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Getting it done: how a three-word slogan catapulted Boris Johnson to a historic election win

Boris Johnson’s oft-repeated slogan presented voters with an obvious choice.

britain-conservative-party-election-manifesto-launch Boris Johnson launches his Conservative Party election manifesto last month Source: Xinhua News Agency/PA Images

IT WAS SIMPLE, in the end.

As the opposition balkanised over how it would handle the country’s most divisive political issue in modern times, Boris Johnson - who this week alone pocketed a reporter’s phonehid in a fridge and cartoonishly bulldozed a polystyrene wall - managed to persuade voters to back his party with three short words: “Get Brexit Done”.

The result will see the Conservative Party re-elected with a majority of dozens of seats, and gives the Prime Minister a clear mandate to take the UK out of the EU by 31 January.

The fallout for Labour and the Liberal Democrats, who each supported different options to remain in the EU beyond that date, will continue long after the Brexit deadline passes.

Their defeat echoes the tepid Remain campaign during the 2016 referendum, when a lack of cohesion and failure to convince voters of the alternatives to leaving the EU swung the vote.

By contrast, Johnson’s oft-repeated – if somewhat meaningless – election slogan presented voters with a much more obvious choice.

Even Leo Varadkar, who did not endorse Johnson’s vow to “get Brexit done”, stressed the need for a decisive verdict ahead of an EU summit in Brussels yesterday.

“Obviously, it’s entirely a decision for the people of the UK to elect whatever government they want and I just hope the result is decisive so that we know where we’re going over the next few months,” he said.

That’s something which Simon Usherwood, a politics professor at the University of Surrey, identified as a huge positive for Johnson’s three-word catchphrase.

He told The Washington Post that the slogan is “clear, memorable” and “taps into that sense of frustration that others feel that this is dragging on and on”.

Easy solutions

Curiously, Usherwood also said the phrase was “not inviting people to think about how it is done, or where it might lead” – not unlike Donald Trump’s successful 2016 slogan ‘Make America Great Again’.

During Trump’s presidential campaign, he offered easy solutions to complex issues, such as building a wall along the Mexican border, paid for by Mexico, to stop illegal immigration, and to bring jobs back to the US through unspecific trade deals. 

Johnson’s pledge to “Get Brexit Done” offered equally obscure hope to voters in the UK.

Despite the wording of the Prime Minister’s promise, the 31 January deadline is only the end of the beginning of Britain’s departure from the EU.

Johnson still has to negotiate a new economic partnership with the bloc – Britain’s biggest trading partner – and he has given mixed signals about what he wants to achieve.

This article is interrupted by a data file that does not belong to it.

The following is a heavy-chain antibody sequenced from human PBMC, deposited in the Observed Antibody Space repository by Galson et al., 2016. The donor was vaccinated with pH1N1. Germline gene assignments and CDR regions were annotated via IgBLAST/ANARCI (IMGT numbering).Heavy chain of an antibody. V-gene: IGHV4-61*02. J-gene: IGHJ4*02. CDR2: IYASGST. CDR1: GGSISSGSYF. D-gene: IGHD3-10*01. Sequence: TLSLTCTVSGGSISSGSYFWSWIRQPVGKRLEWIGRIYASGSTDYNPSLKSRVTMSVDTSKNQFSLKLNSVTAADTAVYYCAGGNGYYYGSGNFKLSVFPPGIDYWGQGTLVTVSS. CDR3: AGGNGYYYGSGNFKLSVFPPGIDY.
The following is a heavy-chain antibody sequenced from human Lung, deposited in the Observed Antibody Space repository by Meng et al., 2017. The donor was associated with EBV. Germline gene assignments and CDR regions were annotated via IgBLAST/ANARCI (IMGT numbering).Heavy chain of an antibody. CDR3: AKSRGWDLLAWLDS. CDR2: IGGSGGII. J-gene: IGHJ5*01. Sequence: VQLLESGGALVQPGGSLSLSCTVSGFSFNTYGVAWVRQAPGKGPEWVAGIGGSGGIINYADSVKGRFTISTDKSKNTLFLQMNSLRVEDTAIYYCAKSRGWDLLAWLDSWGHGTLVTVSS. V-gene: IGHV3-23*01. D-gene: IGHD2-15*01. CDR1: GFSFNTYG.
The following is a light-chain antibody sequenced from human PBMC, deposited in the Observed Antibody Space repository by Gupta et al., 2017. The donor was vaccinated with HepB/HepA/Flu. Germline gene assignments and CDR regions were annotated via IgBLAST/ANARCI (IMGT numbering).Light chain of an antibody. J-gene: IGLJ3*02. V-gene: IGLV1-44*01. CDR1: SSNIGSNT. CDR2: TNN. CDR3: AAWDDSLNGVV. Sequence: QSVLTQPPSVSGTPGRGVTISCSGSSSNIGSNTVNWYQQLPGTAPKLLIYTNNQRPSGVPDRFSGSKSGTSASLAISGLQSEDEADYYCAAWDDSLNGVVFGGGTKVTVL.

He had promised to forge a Canada-style free trade agreement with the EU, which would give Britain greater freedom from EU rules but would involve more barriers and costs to trade.

But campaigning at a factory in northeast England this week, he sought to reassure workers, saying his Brexit plan would “protect supply chains” and ensure a “zero-tariff, zero-quota relationship” with the EU.

general-election-2019 Boris Johnson driving a JCB through a fake wall emblazoned with the word Gridlock Source: Stefan Rousseau/PA Images

Whatever the deal entails, Johnson has also insisted that he will reach it within a post-Brexit transition period scheduled to end on 31 December next year, which is seen as a very challenging timeframe.

It’s possible that he will extend this period, but if not, some experts have suggested that a limited trade deal is likely.

Of course, none of this nuance came through in the slogan Johnson has repeated ad nauseum over the last number of weeks.

Confused opposition strategies 

But the Conservatives were arguably allowed to get away with such vagueness because of their rivals’ confused election strategies.

Jeremy Corbyn’s focus on the economy and public services like the NHS saw Labour eclipsed by Brexit - one analysis of social media showed that it was still the biggest issue for voters, despite the party’s efforts.

This non-committal position gave voters no alternative, aside from the promise of another divisive referendum on the issue, a position infamously encapsulated by Corbyn during the election campaign when he refused to be drawn on how he would vote if a second plebiscite took place.

Moreover, by attempting to move the election away from the EU debate, the party lost an opportunity to scrutinse what Johnson really meant by “getting Brexit done”.

The Lib Dems, meanwhile, pledged to cancel Brexit altogether without a vote, which even some pro-EU supporters believed was undemocratic.

The party offered a complicated option to renegotiate Brexit with Brussels, and then put their deal to a public vote alongside an option to remain. 

Simon Hix, a political scientist at the London School of Economics, described the tactic as a “disaster”.

“They already had all the hardcore remainers, they weren’t going to get any more,” he said.

Tony Travers of the London School of Economics attributed this dual failure of the “remain” parties to a split in the vote between them, giving the Tories the bulk of the Leave vote.

“The pro-Brexit Leave vote was always a bit more determined than the Remain vote. The Leave vote just wanted to go, didn’t like the EU. That’s played itself out again tonight.

“In the end, the Leave vote is more solid and more committed.”

Crucially, it was also clearer. That’s all it needed for Johnson to get this election done.

Contains reporting from - © AFP 2019.

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